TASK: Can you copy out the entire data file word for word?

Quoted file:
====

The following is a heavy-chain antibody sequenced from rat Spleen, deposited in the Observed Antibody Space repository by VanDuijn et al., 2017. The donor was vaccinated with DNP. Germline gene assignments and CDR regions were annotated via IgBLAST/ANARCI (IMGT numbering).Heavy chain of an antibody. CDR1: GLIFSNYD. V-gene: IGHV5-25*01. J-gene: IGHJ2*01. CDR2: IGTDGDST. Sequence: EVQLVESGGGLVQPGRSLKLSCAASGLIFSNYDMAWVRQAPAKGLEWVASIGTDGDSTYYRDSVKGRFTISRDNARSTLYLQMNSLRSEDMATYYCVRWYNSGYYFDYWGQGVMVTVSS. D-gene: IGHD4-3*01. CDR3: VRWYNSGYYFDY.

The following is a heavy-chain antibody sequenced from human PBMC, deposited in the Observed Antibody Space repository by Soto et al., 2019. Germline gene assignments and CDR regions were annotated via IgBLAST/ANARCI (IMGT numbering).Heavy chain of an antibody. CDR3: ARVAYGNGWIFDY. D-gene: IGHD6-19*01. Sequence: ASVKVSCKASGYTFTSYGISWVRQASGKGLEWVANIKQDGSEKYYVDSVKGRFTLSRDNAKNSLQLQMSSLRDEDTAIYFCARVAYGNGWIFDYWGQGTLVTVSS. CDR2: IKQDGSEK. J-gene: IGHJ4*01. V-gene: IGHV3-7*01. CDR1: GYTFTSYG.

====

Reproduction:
The following is a heavy-chain antibody sequenced from rat Spleen, deposited in the Observed Antibody Space repository by VanDuijn et al., 2017. The donor was vaccinated with DNP. Germline gene assignments and CDR regions were annotated via IgBLAST/ANARCI (IMGT numbering).Heavy chain of an antibody. CDR1: GLIFSNYD. V-gene: IGHV5-25*01. J-gene: IGHJ2*01. CDR2: IGTDGDST. Sequence: EVQLVESGGGLVQPGRSLKLSCAASGLIFSNYDMAWVRQAPAKGLEWVASIGTDGDSTYYRDSVKGRFTISRDNARSTLYLQMNSLRSEDMATYYCVRWYNSGYYFDYWGQGVMVTVSS. D-gene: IGHD4-3*01. CDR3: VRWYNSGYYFDY.

The following is a heavy-chain antibody sequenced from human PBMC, deposited in the Observed Antibody Space repository by Soto et al., 2019. Germline gene assignments and CDR regions were annotated via IgBLAST/ANARCI (IMGT numbering).Heavy chain of an antibody. CDR3: ARVAYGNGWIFDY. D-gene: IGHD6-19*01. Sequence: ASVKVSCKASGYTFTSYGISWVRQASGKGLEWVANIKQDGSEKYYVDSVKGRFTLSRDNAKNSLQLQMSSLRDEDTAIYFCARVAYGNGWIFDYWGQGTLVTVSS. CDR2: IKQDGSEK. J-gene: IGHJ4*01. V-gene: IGHV3-7*01. CDR1: GYTFTSYG.